Historic building to be replaced with high-rise
Property on Northgate sold to build apartment complex
Published: Monday, February 18, 2013
Updated: Monday, February 18, 2013 00:02
The street cones, building cranes and hard hats that dot Texas A&M’s landscape will soon be joined by another construction project on University Drive.
College Station City Council approved the sale of a 3.36-acre lot at the corner of Wellborn Road and Church Street for the intended construction of a new high rise apartment complex last week.
The property is one of College Station’s historic buildings and the former site of the original city hall. It is the current location of the popular pizza and wine bistro, Café Eccell.
“I’ve eaten there a few times and really liked it,” said Annie Salinas, freshman history major. “One of my professors took his wife there for their 20th wedding anniversary. It has sentimental value [to students and faculty], and I’d rather it not be torn down because of its place in College Station’s food scene and history.”
Randall Heye, economic development analyst for the City of College Station, said the significance of the building and restaurant will be taken into account as the planned construction moves forward.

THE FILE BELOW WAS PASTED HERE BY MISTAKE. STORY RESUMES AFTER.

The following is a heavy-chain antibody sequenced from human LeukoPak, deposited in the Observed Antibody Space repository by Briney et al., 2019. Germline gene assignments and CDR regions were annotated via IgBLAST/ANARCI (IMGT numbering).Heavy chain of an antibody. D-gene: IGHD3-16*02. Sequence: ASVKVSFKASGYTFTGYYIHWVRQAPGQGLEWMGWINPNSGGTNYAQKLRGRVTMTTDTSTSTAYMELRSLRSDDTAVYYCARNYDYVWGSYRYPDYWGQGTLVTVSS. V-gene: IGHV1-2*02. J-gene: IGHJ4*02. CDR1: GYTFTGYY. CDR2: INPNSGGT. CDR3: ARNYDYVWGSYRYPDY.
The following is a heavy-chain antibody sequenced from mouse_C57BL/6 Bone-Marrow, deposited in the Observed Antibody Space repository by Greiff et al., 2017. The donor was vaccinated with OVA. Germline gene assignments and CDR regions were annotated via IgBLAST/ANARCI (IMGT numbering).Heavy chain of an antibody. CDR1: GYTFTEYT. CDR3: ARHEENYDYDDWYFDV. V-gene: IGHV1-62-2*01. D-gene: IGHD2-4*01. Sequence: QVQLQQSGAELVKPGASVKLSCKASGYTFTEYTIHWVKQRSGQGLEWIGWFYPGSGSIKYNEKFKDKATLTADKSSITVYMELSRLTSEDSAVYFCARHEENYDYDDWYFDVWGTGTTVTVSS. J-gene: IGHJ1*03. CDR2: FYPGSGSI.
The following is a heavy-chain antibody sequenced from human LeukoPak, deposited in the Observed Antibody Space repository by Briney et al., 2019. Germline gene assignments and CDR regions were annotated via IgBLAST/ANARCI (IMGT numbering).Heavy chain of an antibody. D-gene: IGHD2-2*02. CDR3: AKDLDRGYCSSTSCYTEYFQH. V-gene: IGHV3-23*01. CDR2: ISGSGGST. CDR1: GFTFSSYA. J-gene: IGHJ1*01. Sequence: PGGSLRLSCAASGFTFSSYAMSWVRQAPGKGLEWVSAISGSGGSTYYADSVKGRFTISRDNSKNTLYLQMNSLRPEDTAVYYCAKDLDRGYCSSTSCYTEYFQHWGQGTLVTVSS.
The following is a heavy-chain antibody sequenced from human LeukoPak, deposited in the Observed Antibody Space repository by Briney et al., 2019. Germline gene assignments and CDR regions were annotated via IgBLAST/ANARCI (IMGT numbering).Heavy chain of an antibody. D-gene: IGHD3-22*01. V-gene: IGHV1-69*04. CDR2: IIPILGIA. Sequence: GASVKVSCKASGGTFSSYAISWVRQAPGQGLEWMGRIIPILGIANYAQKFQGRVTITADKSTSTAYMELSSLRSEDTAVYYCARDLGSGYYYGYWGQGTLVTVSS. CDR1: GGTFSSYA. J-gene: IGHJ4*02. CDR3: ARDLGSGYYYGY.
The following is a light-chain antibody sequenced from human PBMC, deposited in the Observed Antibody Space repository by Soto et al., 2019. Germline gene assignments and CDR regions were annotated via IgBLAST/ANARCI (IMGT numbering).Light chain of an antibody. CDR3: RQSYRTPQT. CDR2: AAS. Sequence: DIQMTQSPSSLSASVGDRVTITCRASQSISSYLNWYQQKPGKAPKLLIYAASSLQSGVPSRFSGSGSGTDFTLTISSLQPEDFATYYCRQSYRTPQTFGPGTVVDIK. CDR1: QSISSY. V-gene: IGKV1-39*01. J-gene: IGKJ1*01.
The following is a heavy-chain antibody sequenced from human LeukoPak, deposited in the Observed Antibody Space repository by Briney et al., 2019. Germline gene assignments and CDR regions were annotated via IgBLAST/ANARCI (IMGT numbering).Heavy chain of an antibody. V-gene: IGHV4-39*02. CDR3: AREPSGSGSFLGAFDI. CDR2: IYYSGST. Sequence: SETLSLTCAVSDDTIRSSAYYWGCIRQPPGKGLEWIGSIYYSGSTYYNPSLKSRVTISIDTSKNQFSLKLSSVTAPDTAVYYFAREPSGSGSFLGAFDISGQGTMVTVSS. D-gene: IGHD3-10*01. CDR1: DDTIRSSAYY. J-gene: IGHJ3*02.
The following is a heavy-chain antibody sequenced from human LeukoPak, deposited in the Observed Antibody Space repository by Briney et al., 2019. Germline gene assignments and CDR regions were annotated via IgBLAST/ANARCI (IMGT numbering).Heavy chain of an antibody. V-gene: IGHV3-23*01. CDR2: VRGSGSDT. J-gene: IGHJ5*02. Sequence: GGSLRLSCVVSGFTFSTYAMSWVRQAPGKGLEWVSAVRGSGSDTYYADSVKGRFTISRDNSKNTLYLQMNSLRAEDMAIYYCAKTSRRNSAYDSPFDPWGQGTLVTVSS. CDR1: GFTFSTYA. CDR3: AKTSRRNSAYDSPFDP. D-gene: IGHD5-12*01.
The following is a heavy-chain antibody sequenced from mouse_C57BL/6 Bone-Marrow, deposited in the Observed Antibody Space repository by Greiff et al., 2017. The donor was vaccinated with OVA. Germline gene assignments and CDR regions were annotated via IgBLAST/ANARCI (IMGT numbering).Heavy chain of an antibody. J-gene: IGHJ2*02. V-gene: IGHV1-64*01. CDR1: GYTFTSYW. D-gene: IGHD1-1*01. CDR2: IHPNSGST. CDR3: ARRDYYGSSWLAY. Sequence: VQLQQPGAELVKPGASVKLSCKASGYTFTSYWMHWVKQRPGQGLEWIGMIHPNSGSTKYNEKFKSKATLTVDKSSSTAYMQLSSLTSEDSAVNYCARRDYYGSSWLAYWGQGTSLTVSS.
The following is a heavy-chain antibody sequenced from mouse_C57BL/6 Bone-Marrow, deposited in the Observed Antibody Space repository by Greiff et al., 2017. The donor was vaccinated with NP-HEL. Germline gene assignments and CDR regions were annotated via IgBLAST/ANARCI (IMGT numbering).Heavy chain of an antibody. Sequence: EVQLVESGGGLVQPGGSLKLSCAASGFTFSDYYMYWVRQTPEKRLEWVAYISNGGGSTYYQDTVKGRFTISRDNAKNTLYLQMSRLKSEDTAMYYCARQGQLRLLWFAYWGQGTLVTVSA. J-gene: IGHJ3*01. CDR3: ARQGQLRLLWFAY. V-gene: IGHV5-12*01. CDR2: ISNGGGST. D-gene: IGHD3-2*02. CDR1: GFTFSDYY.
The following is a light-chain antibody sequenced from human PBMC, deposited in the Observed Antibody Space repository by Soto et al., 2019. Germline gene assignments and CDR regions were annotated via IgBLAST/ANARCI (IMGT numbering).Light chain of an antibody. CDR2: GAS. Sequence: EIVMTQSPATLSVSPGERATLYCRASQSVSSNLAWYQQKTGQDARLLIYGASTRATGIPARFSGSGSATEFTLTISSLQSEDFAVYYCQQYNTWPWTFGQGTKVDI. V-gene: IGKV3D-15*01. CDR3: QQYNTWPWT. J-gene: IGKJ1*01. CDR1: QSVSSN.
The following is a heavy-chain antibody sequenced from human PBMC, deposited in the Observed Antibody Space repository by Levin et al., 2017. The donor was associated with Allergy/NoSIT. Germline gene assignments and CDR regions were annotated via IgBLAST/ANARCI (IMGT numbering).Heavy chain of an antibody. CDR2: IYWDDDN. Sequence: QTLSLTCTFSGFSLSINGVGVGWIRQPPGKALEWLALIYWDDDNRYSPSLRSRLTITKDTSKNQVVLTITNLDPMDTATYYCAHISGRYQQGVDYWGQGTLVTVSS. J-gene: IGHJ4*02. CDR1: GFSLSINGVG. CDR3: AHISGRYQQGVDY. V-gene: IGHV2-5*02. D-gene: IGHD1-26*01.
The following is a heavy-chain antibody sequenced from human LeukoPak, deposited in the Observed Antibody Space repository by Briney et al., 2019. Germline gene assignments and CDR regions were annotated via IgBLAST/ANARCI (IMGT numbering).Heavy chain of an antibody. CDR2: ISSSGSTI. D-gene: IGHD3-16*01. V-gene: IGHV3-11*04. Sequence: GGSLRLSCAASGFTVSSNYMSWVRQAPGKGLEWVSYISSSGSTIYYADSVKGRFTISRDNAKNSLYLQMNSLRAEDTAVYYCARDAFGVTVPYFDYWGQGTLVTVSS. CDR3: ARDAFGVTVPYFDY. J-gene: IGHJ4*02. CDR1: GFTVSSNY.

“The developers made a verbal commitment to the city that they would construct a monument or try to incorporate existing brick into the final product to commemorate the location of the original city hall,” Heye said. “One of the plans is to possibly reopen the café on the first floor [of the high-rise].”
Matt Walker, a manager at Café Eccell, said although the lot had been sold, it is still too early to know what role the restaurant might play in the development plans.
“We would be honored to be a part of any new development, but at this point the city, the purchasers, and we are still working out the details,” Walker said.
In the summer of 2011, College Station’s City Council began looking to sell some of its properties, and the corner of Wellborn and Church Street became one of several locations the city offered to potential buyers.
In light of Texas A&M’s recently unveiled student-growth plans in the “25 by 25” initiative, Heye said the transaction and the planned complex could not have come at a better time.
“Even though the city made this decision independent of the University, it worked out timing wise,” Heye said. “These new apartments, along with all the new development along Northgate, will help accommodate the increased enrollment of Texas A&M. The student population will have more choices on where they choose to live.”
While it is still too early for drawings or construction plans, preliminary numbers say the apartment complex will be four to eight stories tall and will house between 400 to 600 residents. A parking garage will also be constructed. The developers will have two years to obtain building permits, and students can expect the new building to open its doors by January 2016.
The lot was sold to Asset Plus Reality Corporation for $3.5 million, and projected costs put construction at about $30 million. The sales revenue will be allotted among the city’s various expenditures during this fiscal year’s city budget meeting.